It’s right to look for and meditate upon the wider significance of the incarnation. (Indeed, I’ve been personally struck recently by the number of times that Hebrews draws real pastoral application from the incarnation and the humanity of Christ). However, in looking to say that the incarnation represents more than just a pre-requisite for Easter, we surely cannot say that it is anything less.


Anonymous said...

Hi Pete!
Thanks for tackling this one in such a helpful way, especially with John 3.
This is slightly off your main point, but links to your last thought about considering the wider implications of the incarnation.
I was blown away by Athanasius in 'On The Incarnation' this morning. In it - among other glorious things - he tackles the question: how could Jesus remain the divine Word while being in a human body?
The wonder of the Incarnation was that he was both at the same time:

"A man cannot transport things from one place to another, for instance, merely by thinking about them; nor can you or I move the sun and the stars just by sitting at home and looking at them. With the Word of God in His human nature, however, it was otherwise. His body was for Him not a limitation, but an instrument, so that He was both in it and in all things, and outside all things, resting in the Father alone. At one and the same time—this is the wonder— as Man He was living a human life, and as Word He was sustaining the life of the universe, and as Son He was in constant union with the Father.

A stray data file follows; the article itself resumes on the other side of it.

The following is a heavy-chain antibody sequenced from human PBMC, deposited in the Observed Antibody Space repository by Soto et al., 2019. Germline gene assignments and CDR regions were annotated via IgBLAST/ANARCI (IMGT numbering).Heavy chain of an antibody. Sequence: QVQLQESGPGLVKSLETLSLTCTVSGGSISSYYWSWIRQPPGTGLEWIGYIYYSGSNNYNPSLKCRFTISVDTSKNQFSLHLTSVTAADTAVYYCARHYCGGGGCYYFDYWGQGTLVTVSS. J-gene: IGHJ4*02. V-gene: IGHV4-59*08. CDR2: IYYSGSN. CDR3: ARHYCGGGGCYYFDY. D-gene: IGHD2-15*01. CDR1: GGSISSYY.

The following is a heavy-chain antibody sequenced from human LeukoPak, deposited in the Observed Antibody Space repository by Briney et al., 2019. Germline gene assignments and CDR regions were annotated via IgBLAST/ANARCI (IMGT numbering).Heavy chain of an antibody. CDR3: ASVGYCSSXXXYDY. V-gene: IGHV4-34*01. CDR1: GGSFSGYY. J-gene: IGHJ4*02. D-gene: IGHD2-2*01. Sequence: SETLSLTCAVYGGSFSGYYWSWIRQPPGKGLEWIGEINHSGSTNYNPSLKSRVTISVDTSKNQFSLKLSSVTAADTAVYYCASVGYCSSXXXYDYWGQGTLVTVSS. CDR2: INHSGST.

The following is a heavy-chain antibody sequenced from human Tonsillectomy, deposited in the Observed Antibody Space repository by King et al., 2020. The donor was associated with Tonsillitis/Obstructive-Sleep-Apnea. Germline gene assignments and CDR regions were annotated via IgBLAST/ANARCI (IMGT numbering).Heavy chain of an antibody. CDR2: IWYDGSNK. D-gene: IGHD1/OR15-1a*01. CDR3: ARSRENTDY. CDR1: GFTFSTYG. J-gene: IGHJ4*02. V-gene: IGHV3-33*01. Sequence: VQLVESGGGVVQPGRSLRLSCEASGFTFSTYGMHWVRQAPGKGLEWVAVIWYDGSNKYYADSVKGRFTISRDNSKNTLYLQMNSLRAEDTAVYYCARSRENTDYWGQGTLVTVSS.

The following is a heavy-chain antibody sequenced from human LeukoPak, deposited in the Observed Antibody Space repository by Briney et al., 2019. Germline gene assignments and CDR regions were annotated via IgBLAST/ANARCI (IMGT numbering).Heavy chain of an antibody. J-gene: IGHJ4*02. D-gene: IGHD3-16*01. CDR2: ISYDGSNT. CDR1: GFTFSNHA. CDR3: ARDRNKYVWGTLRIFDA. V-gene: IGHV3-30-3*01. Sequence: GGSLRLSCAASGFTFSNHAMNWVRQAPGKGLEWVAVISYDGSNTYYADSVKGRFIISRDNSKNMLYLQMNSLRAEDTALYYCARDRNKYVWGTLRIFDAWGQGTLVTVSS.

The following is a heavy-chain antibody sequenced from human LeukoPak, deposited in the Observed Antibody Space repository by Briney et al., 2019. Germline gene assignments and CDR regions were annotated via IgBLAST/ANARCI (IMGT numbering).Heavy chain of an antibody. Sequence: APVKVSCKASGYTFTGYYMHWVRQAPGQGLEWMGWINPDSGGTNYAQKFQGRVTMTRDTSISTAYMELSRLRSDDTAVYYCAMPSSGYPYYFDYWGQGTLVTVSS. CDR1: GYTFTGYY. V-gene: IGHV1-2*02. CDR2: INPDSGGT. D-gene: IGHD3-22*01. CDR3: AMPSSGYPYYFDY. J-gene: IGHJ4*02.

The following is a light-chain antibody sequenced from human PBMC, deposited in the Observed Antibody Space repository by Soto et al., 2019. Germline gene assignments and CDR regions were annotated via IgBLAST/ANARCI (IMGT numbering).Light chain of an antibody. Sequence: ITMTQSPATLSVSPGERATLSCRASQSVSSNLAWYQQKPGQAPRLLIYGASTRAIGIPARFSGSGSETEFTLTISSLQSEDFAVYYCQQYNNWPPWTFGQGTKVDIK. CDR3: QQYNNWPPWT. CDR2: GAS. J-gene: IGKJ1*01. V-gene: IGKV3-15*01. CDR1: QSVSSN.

Not even His birth from a virgin, therefore, changed Him in any way, nor was He defiled by being in the body. Rather, He sanctified the body by being in it. For His being in everything does not mean that He shares the nature of everything, only that He gives all things their being and sustains them in it."

On reflection, quite far off your main point. But what a remarkable way of, as you say, "reconciling us to himself in his own body without compromising his character"!
On that note, Happy Christmas!

Chris said...

i tend to think problems come when we abstract theological principles rather than watch God in word and deed.

I also think your first point about what it means to be "present" is bigger than you think. For starters - simply considering "well look, where was jesus", or even "where is God" forgets that God can be present but in hostility and love at the same time in the same place, namely, at the cross.

peterdray said...

Chris - yes that's part of it. We need to think before we roll off cliches. It's like the whole 'God is outside of time' statement - partly true, but I'd rather see the living God at work. Both the example I discuss and what you mention are often said pretty untrinitarianly.

I guess more broadly I wanted to address a statement that a chaplain recently made that did away with the incarnation as an act in salvation history. That's why I took the approach I took.

ernie said...

slightly off subject i realise, but forgive me, it's christmas... and your blog made me wonder!

so i've heard people argue over whether God hates sinners because he hates sin, or whether he 'hates the sin, loves the sinner'... or whether he's bigger than our little brains (affirmative)...

and recently overheard this question being asked by a non-Christian, and was handled relatively badly. what would you say to that person asking (christian, or non-Christian)?

peterdray said...

Hi Rachel

That's a really good question. I may tackle it on here at some point. But Don Carson's The Difficult Doctrine of the Love of God can do it justice far more eloquently than me!


ernie said...

Thanks Pete... I don't think there was a link behind that, could you try again? :)

ernie said...

it's okay, Google did the trick :)